Control unit 16 controls the operation of motor drive 18 based upon Operating State input signals from state controls 24, a Patient Stop Switch signal from patient stop switch 22, and Carriage State input signals from carriage state sensor 26. The Operating State input signals from state controls 24 select the operating time cycle of CPM carriage 10 (and thus the speed of motor drive 18), select NMS 12 to be enabled, select whether a pause at the extension end position is desired if NMS is not enabled, and select the flexion end position and the extension end position. The Patient Stop Switch input signal allows the patient to stop and restart CPM carriage 10 and NMS 12 at any time, and thus provides an additional safety feature for the apparatus.
As discussed previously, it is both important and difficult to effect a total extension of the leg during post-operative recovery from knee surgery. A total extension of the leg means that the extension end position achieved by CPM carriage 10 should result in an angle between the femur and tibia of about 180°. This total extension, however, requires the action of the quadriceps muscle of the patient's leg. Often the patient will not willingly active the quadriceps muscle and will unconsciously resist the action of CPM carriage 10 so that the leg does not extend fully. CPM carriage 10 should not substitute for the action of the quadriceps muscle in achieving the desired total extension of the leg due to the anatomical limit of knee extension.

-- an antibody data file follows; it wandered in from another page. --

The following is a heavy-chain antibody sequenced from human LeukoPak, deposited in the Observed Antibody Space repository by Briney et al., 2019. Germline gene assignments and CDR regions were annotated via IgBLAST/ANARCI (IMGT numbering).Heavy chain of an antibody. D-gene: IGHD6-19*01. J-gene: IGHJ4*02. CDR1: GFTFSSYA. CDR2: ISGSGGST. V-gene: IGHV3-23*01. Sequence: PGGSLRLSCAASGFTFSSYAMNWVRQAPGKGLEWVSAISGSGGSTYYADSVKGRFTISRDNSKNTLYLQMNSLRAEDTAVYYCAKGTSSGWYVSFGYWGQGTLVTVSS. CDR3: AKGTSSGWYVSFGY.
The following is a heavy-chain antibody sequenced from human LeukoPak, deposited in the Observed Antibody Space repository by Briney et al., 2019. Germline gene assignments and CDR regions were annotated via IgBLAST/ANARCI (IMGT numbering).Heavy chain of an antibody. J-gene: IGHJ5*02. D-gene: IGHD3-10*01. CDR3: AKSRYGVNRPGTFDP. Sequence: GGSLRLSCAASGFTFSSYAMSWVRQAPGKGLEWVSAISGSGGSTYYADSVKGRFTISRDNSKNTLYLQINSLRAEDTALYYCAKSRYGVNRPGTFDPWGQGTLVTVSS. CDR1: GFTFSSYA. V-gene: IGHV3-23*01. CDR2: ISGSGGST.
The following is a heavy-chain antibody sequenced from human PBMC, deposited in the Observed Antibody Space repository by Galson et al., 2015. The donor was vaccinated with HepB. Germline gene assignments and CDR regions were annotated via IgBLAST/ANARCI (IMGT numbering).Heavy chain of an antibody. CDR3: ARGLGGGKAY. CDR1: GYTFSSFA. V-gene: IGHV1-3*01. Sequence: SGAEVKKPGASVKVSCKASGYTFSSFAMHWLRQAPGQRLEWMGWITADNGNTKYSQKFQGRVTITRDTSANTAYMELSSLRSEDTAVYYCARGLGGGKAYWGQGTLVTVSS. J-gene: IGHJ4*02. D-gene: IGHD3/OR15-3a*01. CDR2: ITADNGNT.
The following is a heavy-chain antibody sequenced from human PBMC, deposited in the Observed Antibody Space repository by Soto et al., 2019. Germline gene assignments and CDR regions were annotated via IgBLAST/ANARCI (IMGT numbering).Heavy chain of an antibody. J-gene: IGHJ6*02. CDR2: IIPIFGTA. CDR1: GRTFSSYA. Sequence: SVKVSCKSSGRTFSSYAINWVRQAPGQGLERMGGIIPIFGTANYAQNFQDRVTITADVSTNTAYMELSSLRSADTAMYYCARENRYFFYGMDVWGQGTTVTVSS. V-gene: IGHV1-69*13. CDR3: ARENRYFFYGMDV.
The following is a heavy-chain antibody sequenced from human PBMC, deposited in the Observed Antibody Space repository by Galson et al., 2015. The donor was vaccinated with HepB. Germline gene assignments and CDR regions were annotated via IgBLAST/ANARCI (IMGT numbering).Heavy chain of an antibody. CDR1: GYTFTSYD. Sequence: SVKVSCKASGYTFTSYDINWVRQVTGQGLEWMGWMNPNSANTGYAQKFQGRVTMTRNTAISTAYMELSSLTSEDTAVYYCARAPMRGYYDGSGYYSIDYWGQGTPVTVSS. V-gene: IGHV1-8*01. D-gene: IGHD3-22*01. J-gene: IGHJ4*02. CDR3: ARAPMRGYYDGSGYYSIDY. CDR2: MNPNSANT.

In the present invention, control unit 16 monitors the position of CPM carriage 10 through carriage state sensor 26 and provides a pause in the Motor Drive signal to motor drive 18 when the extension end position of CPM carriage 10 is reached and NMS is desired. The pause feature may be enabled with or without the NMS 12 being activated. However, if NMS 12 is enabled (by an NMS Enable signal), the pause feature will be activated. The pause interval during which no Motor Drive signal is supplied is either a preset duration (for example, ten seconds) or a selectable duration (for example, two seconds to twenty seconds) which is selectable through state controls 24.